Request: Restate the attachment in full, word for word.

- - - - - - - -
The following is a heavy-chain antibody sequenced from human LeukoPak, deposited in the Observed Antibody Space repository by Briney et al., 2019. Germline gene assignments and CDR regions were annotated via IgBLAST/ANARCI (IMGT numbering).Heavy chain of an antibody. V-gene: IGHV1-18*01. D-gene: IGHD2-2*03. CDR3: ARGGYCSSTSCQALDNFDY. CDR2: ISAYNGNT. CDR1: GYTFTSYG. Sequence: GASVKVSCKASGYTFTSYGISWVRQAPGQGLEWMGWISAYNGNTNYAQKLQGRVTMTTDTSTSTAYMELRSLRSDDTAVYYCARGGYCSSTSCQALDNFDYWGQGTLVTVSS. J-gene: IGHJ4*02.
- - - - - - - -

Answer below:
The following is a heavy-chain antibody sequenced from human LeukoPak, deposited in the Observed Antibody Space repository by Briney et al., 2019. Germline gene assignments and CDR regions were annotated via IgBLAST/ANARCI (IMGT numbering).Heavy chain of an antibody. V-gene: IGHV1-18*01. D-gene: IGHD2-2*03. CDR3: ARGGYCSSTSCQALDNFDY. CDR2: ISAYNGNT. CDR1: GYTFTSYG. Sequence: GASVKVSCKASGYTFTSYGISWVRQAPGQGLEWMGWISAYNGNTNYAQKLQGRVTMTTDTSTSTAYMELRSLRSDDTAVYYCARGGYCSSTSCQALDNFDYWGQGTLVTVSS. J-gene: IGHJ4*02.